2022 Toyota Tundra Review

Ron Sessions, Independent Expert | Oct 12, 2021

Introduction

On any given day, Toyota may sell more vehicles in the U.S. overall, but the brand has been a minor player for years when it comes to large pickup trucks. This is despite the smaller Toyota Tacoma having ruled the midsize pickup segment for nearly two decades. So how does the Toyota Tundra manage a paltry fifth place in large pickup truck sales out of six entries and command less than 5% of the market in 2020? Tribal loyalty among large pickup buyers is a significant factor, as is the amount of attention Ford, General Motors, and Stellantis pay to this hugely profitable and uniquely North American product segment.

Until the redesigned 2022 Toyota Tundra started rolling off of the company’s Texas assembly line, the last all-new Tundra debuted 14 years ago. That’s an uncharacteristically long interval for a company that regularly rolls out new generations of its SUVs and passenger cars every five years or so. 

Now, the third-generation 2022 Tundra gets some love in terms of new features and rolls with what Toyota design dubs “technical muscle.” As if to emphasize its increased capabilities for 2022, the new Tundra gets an even larger grille than before, effectively continuing down into the front bumper. Standard LED headlamps flank the grille, topped off by a raised, power-dome hood. Large fender flares add more muscle, offset with scalloped sections and a lowered beltline along the doors. The damped tailgate features a built-in rear spoiler, bookended by LED tail lamps that resemble the ones on a Kia Telluride. On higher trims, they add a sequential turn signal flourish.

Assembled in San Antonio, the new 2022 Tundra is available in six trims. They include the basic SR, popular SR5, well-equipped Limited, luxurious Platinum and 1794, and the off-road-oriented TRD Pro. Each trim gets its own grille, so if one gaping maw isn’t your cup of Texas tea, maybe another will be.

As before, the Tundra is available with a 4-door Double Cab or an even larger, roomier 4-door CrewMax cab. The Double Cab offers a midsize 6.5-foot bed or a long 8.1-foot bed. The CrewMax bed choices consist of a 6.5-foot bed or a short 5.5-footer. For 2022, the Tundra features an aluminum-reinforced composite bed that’s rustproof and ding-resistant, similar to what you’ll find on the Tacoma. Inside, the new Tundra gets an all-new infotainment system with an available 14-inch touchscreen display that’s the biggest in the large pickup segment.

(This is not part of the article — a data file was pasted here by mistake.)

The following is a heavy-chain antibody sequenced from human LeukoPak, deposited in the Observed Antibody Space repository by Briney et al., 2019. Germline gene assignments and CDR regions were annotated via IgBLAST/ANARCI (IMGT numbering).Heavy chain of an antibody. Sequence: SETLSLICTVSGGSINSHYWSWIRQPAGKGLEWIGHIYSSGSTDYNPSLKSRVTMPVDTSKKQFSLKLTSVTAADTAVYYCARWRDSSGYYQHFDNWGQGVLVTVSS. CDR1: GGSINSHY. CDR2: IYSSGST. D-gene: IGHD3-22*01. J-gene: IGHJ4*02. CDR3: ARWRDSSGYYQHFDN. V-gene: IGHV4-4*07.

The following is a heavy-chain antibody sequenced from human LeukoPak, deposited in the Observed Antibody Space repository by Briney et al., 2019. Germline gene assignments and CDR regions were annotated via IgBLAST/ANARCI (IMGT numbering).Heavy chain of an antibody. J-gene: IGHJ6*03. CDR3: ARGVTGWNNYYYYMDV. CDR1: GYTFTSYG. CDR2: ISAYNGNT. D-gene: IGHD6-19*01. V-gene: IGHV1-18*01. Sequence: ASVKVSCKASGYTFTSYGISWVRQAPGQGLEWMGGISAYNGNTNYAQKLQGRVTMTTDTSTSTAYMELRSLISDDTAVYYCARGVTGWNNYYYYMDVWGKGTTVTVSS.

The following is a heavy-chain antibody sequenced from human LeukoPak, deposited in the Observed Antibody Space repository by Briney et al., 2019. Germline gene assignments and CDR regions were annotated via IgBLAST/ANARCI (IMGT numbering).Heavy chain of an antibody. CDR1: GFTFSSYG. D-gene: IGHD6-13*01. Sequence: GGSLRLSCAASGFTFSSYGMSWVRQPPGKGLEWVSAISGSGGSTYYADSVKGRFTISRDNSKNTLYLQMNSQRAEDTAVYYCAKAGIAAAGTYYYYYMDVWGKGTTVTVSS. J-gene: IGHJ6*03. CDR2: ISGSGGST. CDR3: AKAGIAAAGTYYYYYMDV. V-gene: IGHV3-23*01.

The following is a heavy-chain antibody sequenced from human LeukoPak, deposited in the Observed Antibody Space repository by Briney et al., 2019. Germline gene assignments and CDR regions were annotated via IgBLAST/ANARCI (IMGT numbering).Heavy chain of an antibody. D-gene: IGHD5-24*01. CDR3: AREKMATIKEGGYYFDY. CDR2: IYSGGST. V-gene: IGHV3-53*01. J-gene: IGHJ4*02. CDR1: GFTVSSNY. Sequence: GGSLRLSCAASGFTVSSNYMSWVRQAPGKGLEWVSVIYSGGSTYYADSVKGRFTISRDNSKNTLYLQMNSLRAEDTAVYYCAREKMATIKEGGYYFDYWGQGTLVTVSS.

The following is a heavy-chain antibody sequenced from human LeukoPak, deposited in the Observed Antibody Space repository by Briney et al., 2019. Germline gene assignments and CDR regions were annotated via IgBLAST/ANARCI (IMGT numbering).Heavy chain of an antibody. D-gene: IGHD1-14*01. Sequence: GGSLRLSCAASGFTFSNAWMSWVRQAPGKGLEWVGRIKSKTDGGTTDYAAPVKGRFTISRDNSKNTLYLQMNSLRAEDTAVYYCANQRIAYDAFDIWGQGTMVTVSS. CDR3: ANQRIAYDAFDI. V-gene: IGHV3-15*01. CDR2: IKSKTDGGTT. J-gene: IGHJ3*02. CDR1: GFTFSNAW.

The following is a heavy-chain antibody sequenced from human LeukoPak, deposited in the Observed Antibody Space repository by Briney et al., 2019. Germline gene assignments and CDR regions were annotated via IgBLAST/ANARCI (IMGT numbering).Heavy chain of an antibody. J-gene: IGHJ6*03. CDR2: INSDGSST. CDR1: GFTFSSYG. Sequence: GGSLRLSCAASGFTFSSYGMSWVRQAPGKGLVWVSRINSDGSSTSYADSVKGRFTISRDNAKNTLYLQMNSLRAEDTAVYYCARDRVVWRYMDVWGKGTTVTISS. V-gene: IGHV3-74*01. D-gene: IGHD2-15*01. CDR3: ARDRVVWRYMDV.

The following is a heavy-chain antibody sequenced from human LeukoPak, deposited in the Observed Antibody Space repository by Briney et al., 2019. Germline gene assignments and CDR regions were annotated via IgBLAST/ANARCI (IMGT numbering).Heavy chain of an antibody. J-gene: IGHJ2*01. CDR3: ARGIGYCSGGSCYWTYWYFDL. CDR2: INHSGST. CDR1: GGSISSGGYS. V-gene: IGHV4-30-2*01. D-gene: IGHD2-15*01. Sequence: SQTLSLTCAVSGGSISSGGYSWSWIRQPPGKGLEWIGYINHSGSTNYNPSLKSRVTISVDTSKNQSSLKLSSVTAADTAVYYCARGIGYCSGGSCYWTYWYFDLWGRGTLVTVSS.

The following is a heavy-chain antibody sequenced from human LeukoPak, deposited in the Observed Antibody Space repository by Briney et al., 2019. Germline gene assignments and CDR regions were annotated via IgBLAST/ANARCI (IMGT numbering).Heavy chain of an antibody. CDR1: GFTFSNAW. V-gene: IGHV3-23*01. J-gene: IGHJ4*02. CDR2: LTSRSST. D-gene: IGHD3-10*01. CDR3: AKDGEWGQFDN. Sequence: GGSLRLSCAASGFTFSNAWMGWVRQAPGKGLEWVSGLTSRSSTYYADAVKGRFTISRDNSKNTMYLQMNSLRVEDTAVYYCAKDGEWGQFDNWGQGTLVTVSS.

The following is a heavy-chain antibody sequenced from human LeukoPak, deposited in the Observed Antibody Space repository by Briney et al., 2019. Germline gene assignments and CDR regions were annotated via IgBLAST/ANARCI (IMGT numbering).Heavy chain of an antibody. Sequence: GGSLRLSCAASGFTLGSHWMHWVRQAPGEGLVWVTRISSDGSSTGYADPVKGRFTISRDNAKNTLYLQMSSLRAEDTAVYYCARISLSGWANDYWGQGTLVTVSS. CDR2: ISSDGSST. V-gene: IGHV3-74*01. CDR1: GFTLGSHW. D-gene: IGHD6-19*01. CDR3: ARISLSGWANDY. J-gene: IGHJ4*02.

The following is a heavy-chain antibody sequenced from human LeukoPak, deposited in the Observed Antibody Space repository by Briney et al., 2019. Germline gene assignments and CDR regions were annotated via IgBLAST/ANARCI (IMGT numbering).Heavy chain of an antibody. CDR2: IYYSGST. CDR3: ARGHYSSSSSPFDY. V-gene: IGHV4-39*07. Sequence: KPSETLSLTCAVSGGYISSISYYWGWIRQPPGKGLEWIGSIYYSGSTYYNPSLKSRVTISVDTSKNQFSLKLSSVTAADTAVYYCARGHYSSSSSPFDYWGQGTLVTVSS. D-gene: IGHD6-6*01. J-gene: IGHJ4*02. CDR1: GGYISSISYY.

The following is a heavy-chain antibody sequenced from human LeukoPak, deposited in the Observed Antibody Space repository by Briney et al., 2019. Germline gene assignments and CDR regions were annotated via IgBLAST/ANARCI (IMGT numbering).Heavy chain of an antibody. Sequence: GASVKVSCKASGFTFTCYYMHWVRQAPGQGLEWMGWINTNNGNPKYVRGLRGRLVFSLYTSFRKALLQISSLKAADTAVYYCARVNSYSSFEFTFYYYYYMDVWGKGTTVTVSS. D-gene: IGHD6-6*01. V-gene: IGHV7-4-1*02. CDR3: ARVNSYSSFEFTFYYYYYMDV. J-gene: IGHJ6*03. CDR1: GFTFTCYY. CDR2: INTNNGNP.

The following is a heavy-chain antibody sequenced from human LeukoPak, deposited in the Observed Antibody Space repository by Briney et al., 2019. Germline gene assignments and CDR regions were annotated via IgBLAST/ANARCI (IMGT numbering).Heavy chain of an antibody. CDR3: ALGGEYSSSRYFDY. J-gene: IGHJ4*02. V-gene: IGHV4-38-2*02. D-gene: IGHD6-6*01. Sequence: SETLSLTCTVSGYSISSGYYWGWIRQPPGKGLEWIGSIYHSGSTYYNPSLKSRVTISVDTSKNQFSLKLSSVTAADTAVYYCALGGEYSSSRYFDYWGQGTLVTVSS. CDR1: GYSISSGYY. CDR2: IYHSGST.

However, the most significant change for 2022 is under the skin with a move to Toyota’s new TNBA-F body-on-frame platform. In addition to a stiffer, fully boxed high-strength steel frame, the new Tundra gets a multilink coil-spring rear suspension not unlike the setup in the Ram 1500. Load-leveling rear air springs are available, too, for the first time.

The 2022 Tundra gets an all-new powertrain as well. An i-Force twin-turbo 3.5-liter V6 is standard with most trims, while a new i-Force Max parallel gas-electric hybrid engine is standard in the TRD Pro and optional with Limited, Platinum, and 1794 trims. Both powertrains team with the Tundra’s first 10-speed automatic transmission, and both are available with a choice of rear- or 4-wheel drive (4WD). 

The Tundra’s new platform will also underpin other Toyota/Lexus vehicles, such as the upcoming 2022 Lexus LX 600 and the 2023 Toyota Sequoia, Toyota Tacoma, and Toyota 4Runner.

What Owners Say About the Toyota Tundra

2022 Toyota Tundra Hybrid Limited Red Front Quarter

Photo: Ron Sessions

According to data collected from verified owners for the J.D Power 2021 Automotive Performance, Execution and Layout (APEAL) Study, 89% of Toyota Tundra owners are male (vs. 90% for the Large Pickup segment), and the median age of a Tundra owner is 54 years (vs. 56).

Owners have ranked the Tundra in 10 primary areas of evaluation. Listed below in descending order, you’ll find their preferences from their most favorite thing about the vehicle to their least favorite thing:

  • Exterior Styling
  • Powertrain
  • Driving Feel
  • Feeling of Safety
  • Setting up and Starting
  • Driving Comfort
  • Getting In and Out
  • Interior Design
  • Infotainment System
  • Fuel Economy

In the J.D. Power 2021 APEAL Study, the Tundra ranked sixth out of six Large Light Duty Pickups.

What Our Independent Expert Says About the Toyota Tundra

In the sections that follow, our independent expert provides an analysis of a Tundra Limited I-Force Max equipped with the following options: